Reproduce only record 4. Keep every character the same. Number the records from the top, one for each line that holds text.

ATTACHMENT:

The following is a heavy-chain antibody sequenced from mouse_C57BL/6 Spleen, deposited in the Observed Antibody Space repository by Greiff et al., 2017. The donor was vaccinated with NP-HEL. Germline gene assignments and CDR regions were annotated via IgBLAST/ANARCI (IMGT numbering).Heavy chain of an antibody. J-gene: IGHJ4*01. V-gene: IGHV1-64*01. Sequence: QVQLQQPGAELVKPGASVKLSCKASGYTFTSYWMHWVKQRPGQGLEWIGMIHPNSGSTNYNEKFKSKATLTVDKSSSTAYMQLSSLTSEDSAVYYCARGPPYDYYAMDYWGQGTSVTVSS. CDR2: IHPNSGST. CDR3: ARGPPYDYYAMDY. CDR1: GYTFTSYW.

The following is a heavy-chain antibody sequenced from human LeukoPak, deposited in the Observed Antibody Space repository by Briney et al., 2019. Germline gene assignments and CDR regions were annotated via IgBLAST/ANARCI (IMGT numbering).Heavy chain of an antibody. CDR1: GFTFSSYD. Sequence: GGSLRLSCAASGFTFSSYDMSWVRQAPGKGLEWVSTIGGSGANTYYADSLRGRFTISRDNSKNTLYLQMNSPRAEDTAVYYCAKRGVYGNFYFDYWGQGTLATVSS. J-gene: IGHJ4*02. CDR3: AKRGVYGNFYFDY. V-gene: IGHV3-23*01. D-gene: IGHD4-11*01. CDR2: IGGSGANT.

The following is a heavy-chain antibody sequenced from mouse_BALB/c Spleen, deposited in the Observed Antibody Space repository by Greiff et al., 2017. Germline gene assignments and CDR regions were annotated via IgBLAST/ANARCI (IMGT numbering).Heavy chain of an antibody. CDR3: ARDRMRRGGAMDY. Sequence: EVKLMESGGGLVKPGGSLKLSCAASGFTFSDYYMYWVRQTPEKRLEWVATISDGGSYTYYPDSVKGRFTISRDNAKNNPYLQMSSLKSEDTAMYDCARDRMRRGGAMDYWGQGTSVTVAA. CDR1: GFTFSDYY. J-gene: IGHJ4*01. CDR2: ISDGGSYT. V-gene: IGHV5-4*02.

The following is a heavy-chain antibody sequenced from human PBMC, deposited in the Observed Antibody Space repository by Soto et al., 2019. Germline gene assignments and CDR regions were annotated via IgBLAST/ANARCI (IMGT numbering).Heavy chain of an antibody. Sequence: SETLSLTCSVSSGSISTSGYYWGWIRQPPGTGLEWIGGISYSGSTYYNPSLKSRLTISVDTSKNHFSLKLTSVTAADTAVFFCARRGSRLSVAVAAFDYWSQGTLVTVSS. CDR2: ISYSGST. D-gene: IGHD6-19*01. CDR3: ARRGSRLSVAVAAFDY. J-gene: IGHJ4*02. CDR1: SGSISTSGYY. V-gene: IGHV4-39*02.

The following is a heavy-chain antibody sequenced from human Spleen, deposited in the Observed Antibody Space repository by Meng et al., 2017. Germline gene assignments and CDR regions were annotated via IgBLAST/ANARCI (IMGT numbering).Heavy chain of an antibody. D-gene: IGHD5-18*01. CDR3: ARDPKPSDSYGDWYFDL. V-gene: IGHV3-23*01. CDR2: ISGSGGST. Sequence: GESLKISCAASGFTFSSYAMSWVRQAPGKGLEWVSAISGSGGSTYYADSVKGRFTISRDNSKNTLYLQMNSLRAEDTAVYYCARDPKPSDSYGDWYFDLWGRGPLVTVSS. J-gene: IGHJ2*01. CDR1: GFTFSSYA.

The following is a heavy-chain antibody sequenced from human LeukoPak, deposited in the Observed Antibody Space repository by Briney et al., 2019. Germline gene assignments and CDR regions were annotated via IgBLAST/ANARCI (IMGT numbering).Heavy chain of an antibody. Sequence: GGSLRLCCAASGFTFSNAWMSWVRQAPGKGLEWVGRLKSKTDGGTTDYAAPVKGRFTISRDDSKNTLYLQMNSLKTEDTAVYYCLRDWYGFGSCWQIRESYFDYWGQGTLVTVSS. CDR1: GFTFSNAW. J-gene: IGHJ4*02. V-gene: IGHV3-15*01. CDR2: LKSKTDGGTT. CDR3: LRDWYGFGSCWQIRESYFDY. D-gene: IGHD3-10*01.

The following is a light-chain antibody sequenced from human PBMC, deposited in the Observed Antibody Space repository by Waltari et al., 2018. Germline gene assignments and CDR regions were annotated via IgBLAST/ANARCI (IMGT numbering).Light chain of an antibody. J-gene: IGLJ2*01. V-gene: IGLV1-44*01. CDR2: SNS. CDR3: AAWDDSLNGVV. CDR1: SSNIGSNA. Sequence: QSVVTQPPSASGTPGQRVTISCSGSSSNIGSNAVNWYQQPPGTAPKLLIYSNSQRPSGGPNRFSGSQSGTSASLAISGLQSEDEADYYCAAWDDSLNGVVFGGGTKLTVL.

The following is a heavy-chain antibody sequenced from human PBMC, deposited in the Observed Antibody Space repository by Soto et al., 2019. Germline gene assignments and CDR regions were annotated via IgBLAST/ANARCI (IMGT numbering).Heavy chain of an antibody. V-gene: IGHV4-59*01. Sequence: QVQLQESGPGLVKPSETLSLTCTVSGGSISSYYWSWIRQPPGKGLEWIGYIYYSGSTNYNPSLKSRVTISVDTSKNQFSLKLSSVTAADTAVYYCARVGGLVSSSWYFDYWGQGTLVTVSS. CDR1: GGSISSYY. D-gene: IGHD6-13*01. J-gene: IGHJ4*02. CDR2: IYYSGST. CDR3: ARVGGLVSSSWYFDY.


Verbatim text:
The following is a heavy-chain antibody sequenced from human PBMC, deposited in the Observed Antibody Space repository by Soto et al., 2019. Germline gene assignments and CDR regions were annotated via IgBLAST/ANARCI (IMGT numbering).Heavy chain of an antibody. Sequence: SETLSLTCSVSSGSISTSGYYWGWIRQPPGTGLEWIGGISYSGSTYYNPSLKSRLTISVDTSKNHFSLKLTSVTAADTAVFFCARRGSRLSVAVAAFDYWSQGTLVTVSS. CDR2: ISYSGST. D-gene: IGHD6-19*01. CDR3: ARRGSRLSVAVAAFDY. J-gene: IGHJ4*02. CDR1: SGSISTSGYY. V-gene: IGHV4-39*02.